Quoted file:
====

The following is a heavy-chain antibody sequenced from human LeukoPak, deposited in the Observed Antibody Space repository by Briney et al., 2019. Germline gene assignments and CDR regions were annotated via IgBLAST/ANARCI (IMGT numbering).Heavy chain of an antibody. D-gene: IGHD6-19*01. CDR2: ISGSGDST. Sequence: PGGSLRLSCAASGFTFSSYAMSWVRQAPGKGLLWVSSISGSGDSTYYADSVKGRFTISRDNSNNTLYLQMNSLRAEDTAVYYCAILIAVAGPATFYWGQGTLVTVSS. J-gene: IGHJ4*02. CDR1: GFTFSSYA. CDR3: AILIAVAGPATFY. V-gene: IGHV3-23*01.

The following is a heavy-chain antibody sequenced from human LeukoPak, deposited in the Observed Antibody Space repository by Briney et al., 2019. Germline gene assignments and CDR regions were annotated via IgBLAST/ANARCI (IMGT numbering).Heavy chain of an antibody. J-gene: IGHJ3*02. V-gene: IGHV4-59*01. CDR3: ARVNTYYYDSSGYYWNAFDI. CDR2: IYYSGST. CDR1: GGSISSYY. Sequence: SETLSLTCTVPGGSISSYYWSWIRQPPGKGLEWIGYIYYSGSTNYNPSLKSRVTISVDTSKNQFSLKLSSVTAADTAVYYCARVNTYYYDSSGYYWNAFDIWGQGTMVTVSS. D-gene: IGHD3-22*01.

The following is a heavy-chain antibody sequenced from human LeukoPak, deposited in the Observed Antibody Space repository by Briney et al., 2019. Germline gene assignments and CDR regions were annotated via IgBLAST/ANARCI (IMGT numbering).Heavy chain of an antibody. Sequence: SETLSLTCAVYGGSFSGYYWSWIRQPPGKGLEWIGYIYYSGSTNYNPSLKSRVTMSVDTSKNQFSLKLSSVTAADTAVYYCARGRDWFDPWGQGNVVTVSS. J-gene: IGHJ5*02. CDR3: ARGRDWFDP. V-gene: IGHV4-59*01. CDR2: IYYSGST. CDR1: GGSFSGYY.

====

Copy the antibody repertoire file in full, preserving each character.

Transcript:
The following is a heavy-chain antibody sequenced from human LeukoPak, deposited in the Observed Antibody Space repository by Briney et al., 2019. Germline gene assignments and CDR regions were annotated via IgBLAST/ANARCI (IMGT numbering).Heavy chain of an antibody. D-gene: IGHD6-19*01. CDR2: ISGSGDST. Sequence: PGGSLRLSCAASGFTFSSYAMSWVRQAPGKGLLWVSSISGSGDSTYYADSVKGRFTISRDNSNNTLYLQMNSLRAEDTAVYYCAILIAVAGPATFYWGQGTLVTVSS. J-gene: IGHJ4*02. CDR1: GFTFSSYA. CDR3: AILIAVAGPATFY. V-gene: IGHV3-23*01.

The following is a heavy-chain antibody sequenced from human LeukoPak, deposited in the Observed Antibody Space repository by Briney et al., 2019. Germline gene assignments and CDR regions were annotated via IgBLAST/ANARCI (IMGT numbering).Heavy chain of an antibody. J-gene: IGHJ3*02. V-gene: IGHV4-59*01. CDR3: ARVNTYYYDSSGYYWNAFDI. CDR2: IYYSGST. CDR1: GGSISSYY. Sequence: SETLSLTCTVPGGSISSYYWSWIRQPPGKGLEWIGYIYYSGSTNYNPSLKSRVTISVDTSKNQFSLKLSSVTAADTAVYYCARVNTYYYDSSGYYWNAFDIWGQGTMVTVSS. D-gene: IGHD3-22*01.

The following is a heavy-chain antibody sequenced from human LeukoPak, deposited in the Observed Antibody Space repository by Briney et al., 2019. Germline gene assignments and CDR regions were annotated via IgBLAST/ANARCI (IMGT numbering).Heavy chain of an antibody. Sequence: SETLSLTCAVYGGSFSGYYWSWIRQPPGKGLEWIGYIYYSGSTNYNPSLKSRVTMSVDTSKNQFSLKLSSVTAADTAVYYCARGRDWFDPWGQGNVVTVSS. J-gene: IGHJ5*02. CDR3: ARGRDWFDP. V-gene: IGHV4-59*01. CDR2: IYYSGST. CDR1: GGSFSGYY.